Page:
Thursday, June 30, 2011
I've been thinking about this blog, its purpose, and all the slacking I've been doing. I've read so many great books lately and when asked about them I can only utter a mild, "duh..." I'm sure I'm really instilling confidence in folks who know I've spent the past year teaching AP English. What can I say? My brain is on summer break.
In June I hiked a portion of the Appalachian Trail, which was quite possibly the coolest thing I've ever done (note: coolest, not the choicest diction out there. See above for summer break disclaimer). I had been planning this trip for six months prior, spending spare hours in REI after tennis matches and tournaments, rehabbing my bum left knee after practice, and reading Whiteblaze.net for all the trail info I could glean. The best and worst thing that I read in preparation for the hike was Bill Bryson's A Walk in the Woods. Let me say right now that this is the WORST account of hiking the AT out there. Having finished/skimmed to the end, I'm not sure why Bryson hiked it. He was not in it for any good reason, and the entire text of his book confirms this. Most of his trip was spent hauling himself to the nearest Motel 6 or steak dinner off of the trail. I'm not sure he experienced a single moment of transcendence on the trail, which is impressive in a soulless sort of way. The best reason for reading this book was to accidentally discover key information that changed the course of my hike: there is no camping in the Great Smoky Mountains. Now that you too know this crucial information, you never have to read that bestselling piece of junk.
The best book that I read - and serendipitously found in an Asheville bookstore the day I came off the trail - was Jennifer Pharr Davis's Becoming Odyssa: Epic Adventures on the Appalachian Trail. I loved loved loved Davis's story. In 2005 in her early twenties, she bravely and somewhat blindly set off to thru hike the trail. She hiked in sneakers and an ill-fitting pack; she never once filtered water; she ditched her stove about a month in; and she out-hiked just about everyone else that season. I loved the lack of pretension in her narrative voice and in her aspirations. I also loved reading her self-revelations, some of which I could relate to after my one piddly week. One habit she developed later in her hike which I admired was to sit for an hour on a rock or by a stream to listen and watch. I've realized recently that moving through woods (running or walking) is not the same thing as sitting in them. It is amazing how much I miss even when I'm surrounded by nature. Being still is the way to catch the best of what the woods has to offer. My hiking partner already knew this: he hunts, and so he sits for hours in the woods at a time. As a result he hears things that I am only just starting to hear.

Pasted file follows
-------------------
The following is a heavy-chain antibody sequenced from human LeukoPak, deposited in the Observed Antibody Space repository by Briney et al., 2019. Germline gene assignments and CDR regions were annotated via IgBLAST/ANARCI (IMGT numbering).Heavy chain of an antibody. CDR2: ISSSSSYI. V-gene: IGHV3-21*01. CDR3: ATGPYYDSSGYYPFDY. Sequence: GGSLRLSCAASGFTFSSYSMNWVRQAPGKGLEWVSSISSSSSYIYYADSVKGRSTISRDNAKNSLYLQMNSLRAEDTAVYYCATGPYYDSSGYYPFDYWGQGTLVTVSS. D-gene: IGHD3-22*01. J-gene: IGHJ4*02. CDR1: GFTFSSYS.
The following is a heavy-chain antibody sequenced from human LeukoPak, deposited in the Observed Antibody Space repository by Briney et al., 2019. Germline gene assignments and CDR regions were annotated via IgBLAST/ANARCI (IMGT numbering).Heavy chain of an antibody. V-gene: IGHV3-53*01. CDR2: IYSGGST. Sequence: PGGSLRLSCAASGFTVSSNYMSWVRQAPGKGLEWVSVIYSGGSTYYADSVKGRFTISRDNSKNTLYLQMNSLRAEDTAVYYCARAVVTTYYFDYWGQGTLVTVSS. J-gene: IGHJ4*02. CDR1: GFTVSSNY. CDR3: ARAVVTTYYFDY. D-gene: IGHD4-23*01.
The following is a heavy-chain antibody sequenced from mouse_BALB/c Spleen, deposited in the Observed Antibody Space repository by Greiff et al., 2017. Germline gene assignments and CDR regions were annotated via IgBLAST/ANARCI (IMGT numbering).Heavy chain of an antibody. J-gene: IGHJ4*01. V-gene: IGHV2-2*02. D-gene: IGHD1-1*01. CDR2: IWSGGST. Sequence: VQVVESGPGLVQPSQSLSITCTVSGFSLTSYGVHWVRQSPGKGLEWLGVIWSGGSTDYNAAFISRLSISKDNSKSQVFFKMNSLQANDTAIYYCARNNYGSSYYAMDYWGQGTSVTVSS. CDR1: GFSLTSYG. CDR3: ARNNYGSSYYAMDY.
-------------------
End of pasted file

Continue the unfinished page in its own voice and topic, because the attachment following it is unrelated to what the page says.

There are many passages I shoulda woulda excerpted here if I had decided to blog sooner, but here is a section from Davis's Maine stretch:
"I ... knew that something deep within me connected with nature, hard work, and simplicity. I learned that I was both stubborn and tough, a lot tougher than I thought I was, especially when I let other people help me. I knew that I was beautiful, despite what other people said, and I appreciated my body based on what it could do instead of how it looked. I also knew that I was truly blessed, blessed with wonderful family and wonderful friends."
I felt tremendous gratitude on the trail, mostly for my childhood and my parents. When I was little my sister and I built forts relentlessly. We built them wherever there was a pine tree and patch of moss. We were obsessed with moss; we collected it to make carpets and pillows. We knew what made a good tree: the sturdy branches of magnolias or dogwoods or cherries. Pine branches were best for sweeping out the fort. Willows made the best curtains. I must have spent a lot of time walking in the woods as a child, because the feeling of deja vu swept over me the second we started our Appalachian Trail hike. "This is familiar," I kept thinking to myself. What a gift.
Posted by EAL at 10:43 AM